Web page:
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sen.assidy: jim justice is not an economist. he's a good governor, not an economist. cbo is saying that gdp growth is going to be 3.7 percent in 2021. wall street journal polled some economists. i think they said 4.2%. that's pretty good growth. larry summers, a previous democratic secretary of treasury, has an editorial in washington post today in which he says there is a danger of overheating, unleashing inflation. that would be incredibly damaging to average families, to middle-income and lower-income families, incredibly damaging. now, if you start off with 4.2% growth for next year, do you need it to get the 6%? and do you unleash inflation? there is a balance here. and no offense against governor justice, but i got a liberal economist who has the concerns that i have. judy: senator, we're going to watch that debate play out. two other importt things i do want to ask you about, and one is what is going on next week with the impeachment trial of president trump. as you know, five people died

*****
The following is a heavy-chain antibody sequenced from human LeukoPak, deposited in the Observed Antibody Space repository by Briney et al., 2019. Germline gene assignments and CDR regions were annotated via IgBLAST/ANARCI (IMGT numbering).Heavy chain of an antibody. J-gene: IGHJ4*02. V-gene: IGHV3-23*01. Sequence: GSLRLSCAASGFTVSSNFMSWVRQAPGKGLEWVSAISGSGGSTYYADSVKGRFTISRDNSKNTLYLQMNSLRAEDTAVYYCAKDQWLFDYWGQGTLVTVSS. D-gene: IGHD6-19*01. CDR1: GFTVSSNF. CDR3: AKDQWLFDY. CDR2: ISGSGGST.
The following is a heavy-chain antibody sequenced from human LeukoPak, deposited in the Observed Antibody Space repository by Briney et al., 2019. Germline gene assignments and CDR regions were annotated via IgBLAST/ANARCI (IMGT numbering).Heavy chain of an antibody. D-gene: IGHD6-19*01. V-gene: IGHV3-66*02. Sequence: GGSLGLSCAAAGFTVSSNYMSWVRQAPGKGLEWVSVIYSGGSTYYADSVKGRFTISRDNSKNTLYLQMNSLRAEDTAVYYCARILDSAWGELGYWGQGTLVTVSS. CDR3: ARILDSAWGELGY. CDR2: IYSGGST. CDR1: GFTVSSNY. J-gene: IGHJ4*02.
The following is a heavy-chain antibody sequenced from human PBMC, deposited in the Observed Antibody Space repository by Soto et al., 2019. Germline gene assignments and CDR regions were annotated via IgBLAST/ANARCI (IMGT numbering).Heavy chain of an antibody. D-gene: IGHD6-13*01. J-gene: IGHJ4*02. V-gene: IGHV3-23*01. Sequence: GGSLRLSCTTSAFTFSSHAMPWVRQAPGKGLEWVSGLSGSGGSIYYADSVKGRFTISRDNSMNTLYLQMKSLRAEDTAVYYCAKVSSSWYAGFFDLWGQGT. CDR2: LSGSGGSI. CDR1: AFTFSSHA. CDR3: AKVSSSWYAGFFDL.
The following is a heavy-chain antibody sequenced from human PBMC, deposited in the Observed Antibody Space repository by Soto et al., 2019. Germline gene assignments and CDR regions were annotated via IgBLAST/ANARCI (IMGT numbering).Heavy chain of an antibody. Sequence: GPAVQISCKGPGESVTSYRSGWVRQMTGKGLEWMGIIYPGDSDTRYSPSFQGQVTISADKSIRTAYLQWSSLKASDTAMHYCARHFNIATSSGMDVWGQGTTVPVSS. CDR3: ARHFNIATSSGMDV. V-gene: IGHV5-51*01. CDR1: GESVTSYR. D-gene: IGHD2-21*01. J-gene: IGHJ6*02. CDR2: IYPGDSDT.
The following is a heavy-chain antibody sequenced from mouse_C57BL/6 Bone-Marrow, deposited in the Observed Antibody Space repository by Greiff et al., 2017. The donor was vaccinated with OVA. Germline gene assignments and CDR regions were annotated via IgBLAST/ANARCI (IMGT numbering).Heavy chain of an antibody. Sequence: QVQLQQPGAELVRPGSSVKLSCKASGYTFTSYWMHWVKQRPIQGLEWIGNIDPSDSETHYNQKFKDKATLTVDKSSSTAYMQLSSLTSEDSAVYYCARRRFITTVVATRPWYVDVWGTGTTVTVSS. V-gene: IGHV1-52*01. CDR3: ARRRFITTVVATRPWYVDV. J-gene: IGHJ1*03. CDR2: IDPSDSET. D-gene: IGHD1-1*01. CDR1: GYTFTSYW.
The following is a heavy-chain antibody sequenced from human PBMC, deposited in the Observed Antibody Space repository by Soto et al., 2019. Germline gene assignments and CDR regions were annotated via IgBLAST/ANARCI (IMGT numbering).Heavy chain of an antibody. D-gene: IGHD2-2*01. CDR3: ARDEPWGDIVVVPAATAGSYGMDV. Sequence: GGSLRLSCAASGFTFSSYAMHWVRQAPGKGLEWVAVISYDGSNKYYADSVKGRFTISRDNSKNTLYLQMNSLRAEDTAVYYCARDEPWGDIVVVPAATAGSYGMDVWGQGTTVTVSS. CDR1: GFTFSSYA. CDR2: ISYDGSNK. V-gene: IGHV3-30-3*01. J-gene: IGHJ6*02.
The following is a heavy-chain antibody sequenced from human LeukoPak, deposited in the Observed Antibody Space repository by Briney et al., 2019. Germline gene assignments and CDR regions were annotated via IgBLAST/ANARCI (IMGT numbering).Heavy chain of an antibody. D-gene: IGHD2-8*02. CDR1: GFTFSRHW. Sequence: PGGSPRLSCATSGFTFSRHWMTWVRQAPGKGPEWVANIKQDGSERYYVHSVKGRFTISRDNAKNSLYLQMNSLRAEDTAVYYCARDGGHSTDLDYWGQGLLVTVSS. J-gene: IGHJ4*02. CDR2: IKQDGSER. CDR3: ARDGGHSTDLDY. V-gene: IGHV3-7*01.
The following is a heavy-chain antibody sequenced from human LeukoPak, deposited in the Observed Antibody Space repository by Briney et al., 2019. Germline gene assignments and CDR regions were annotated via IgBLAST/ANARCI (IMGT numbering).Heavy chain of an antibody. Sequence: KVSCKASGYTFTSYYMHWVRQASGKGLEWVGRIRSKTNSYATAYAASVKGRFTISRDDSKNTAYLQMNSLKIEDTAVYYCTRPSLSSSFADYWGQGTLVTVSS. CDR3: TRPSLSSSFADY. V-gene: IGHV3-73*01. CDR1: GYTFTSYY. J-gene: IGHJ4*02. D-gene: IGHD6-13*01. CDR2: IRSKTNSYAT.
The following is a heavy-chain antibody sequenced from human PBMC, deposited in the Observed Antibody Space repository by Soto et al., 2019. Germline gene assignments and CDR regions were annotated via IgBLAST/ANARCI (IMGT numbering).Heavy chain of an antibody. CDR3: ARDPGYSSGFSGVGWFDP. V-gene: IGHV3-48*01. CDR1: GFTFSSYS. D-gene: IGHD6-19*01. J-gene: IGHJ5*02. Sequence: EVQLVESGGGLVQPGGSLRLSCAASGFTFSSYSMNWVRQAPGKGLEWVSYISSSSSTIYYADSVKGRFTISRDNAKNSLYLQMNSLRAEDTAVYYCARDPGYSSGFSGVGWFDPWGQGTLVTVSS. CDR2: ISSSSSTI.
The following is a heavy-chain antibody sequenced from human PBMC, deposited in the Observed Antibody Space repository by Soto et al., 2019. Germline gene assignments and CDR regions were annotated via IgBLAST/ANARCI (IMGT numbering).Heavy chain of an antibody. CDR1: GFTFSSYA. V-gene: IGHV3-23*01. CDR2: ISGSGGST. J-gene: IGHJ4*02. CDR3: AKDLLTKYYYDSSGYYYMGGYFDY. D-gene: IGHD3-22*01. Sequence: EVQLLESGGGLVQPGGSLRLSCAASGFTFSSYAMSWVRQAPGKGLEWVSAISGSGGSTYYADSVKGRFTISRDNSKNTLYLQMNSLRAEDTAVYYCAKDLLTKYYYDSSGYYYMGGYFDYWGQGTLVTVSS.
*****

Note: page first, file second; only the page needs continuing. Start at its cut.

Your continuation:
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after the attack on the u.s. capitol. some of the people involved who are being charged are saying they were inspired by president trump. should he be held accountable for what happened? sen. cassidy: we will see e evidence that is presented next week. i'm a juror. just like i said in the first impeachment trial, i go into the trial with an open mind. people want you to commit beforehand. that's not really what a juror is pposed to do. it's not what i shall do. i all listen to the evidence. i will make the point the house did not take the trouble to amass the evidence. under previous impeachment hearings, there have been hearings and reams of documents produced, witnesses deposed. that has not happened here. and so that puts us at a disadvantage in this proceeding. but i present myself with an open mind. judy: and, finally, senator, what does it say about the republican party that it appears the majority of republicans in the house of representatives are not going to impose penalty on congresswoman marjorie taylor